The New Morality: I am so important to me. Nobody else matters.

Mark Shea wrote about it earlier this week. I’m going to write about it in the future.

“It” is the galloping sense of entitlement of the “I Am So Important To Me” class. You know: The ones who feel free to re-write any book, from history to literature to the Bible to suit their passing fancy of what pleases them today.

Evidently, one of the many books the I Am So Important to Me class wants to re-write is the biology text books we’ve all had to study. They’ve created a whole new label to support their demand for this: Biological Injustice.

You read that right. According to an October 2 article in the Huffington Post, Lesbian Baby-Making for the Entitled Generation, at least some people feel that biology itself should be put on trial for the “injustice” of not being able to make babies with another person of the same sex. They are counting on our burgeoning scientific industry to provide them with the means to overwrite the trifling objections of mother nature and allow them to produce babies from same-sex couples at will.

Mark Shea’s article Children are Not Fashion Accessories for Narcissists, discusses the cultural and social impact of “a culture in which consent is the sole criterion of the good.”

As I said, I’ll be writing about this in more detail later. I think it’s enough for today to just let you read these two articles and ponder, like Lincoln, whither we are tending.

Lesbian Baby-Making for the Entitled Generation reads in part:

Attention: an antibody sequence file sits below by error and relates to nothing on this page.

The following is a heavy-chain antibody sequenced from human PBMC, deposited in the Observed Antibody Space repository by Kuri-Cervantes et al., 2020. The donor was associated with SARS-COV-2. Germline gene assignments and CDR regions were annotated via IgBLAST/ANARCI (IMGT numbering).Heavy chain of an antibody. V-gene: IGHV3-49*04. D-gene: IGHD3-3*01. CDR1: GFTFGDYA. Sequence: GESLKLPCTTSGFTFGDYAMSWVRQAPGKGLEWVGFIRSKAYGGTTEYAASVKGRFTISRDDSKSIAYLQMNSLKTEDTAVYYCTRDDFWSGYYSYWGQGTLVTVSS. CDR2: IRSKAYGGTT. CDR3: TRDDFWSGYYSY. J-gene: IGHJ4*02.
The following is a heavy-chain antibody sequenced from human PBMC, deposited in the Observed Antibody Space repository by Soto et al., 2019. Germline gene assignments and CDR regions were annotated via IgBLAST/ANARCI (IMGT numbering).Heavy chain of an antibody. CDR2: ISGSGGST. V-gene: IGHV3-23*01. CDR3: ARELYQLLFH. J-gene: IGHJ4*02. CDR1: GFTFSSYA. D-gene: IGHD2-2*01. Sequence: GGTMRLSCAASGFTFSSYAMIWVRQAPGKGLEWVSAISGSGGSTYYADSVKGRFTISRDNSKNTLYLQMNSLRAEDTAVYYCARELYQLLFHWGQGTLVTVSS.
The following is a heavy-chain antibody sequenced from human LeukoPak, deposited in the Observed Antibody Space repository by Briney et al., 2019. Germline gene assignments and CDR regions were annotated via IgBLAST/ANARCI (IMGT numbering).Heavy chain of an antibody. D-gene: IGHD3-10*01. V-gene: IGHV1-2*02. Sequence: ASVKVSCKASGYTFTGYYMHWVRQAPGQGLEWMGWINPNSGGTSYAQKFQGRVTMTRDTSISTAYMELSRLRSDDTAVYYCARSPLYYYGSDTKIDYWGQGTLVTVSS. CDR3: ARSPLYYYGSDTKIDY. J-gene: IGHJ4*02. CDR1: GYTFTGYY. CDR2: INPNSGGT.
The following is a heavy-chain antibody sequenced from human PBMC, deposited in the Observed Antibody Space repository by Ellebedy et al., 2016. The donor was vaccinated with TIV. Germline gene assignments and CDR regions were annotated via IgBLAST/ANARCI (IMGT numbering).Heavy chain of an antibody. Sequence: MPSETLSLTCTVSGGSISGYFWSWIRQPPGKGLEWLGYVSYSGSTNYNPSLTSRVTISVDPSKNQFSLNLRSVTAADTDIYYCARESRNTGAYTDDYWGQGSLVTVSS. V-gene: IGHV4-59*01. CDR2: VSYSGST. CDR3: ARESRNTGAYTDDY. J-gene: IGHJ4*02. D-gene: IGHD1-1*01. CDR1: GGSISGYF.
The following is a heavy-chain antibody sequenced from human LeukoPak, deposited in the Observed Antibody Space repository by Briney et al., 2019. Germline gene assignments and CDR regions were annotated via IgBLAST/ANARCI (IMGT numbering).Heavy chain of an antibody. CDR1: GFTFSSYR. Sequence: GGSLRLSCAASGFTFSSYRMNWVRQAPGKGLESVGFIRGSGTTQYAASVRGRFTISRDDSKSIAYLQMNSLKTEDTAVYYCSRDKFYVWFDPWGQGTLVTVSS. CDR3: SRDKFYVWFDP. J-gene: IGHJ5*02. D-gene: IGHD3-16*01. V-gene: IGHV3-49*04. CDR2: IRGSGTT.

I want to have babies the way straight people do.

I don’t mean that in a ’70s euphemism “makin’-babies” kind of way. What I mean is that I want the ease, the convenience, the — dare I say it — naturalness that straight people have when starting a family. I want both the simple beauty of two people loving each other so much that they’d like to see more of the other in the world, and I want that simple beauty to be translated into scientific terms of fairness: chromosomes and DNA given in equal amounts from two parents.

The attitude I have always taken to having a baby with another woman has been this: “It’s not fair! It’s so hard! Why me?”

I am a total brat about what I consider a biological injustice. Did you just hear me say that? Biological injustice? That doesn’t even make sense!

If I were a logical, realistic person I would likely be happy with flipping through sperm donor catalogs, or picking a foreign country to adopt from, or begging my gay male friends to consider jizzing into a warm bowl for me. But I am not logical, and I am not ready to accept the realities of my sexuality compounded by my body’s abilities with a female partner.

Why can’t my girlfriend and I have a baby that shares our DNA? Why can’t an egg from each of us be scrambled up and sprinkled with sperm? It seems so easy! Try harder scientists! Make this a priority. (Read more here.)


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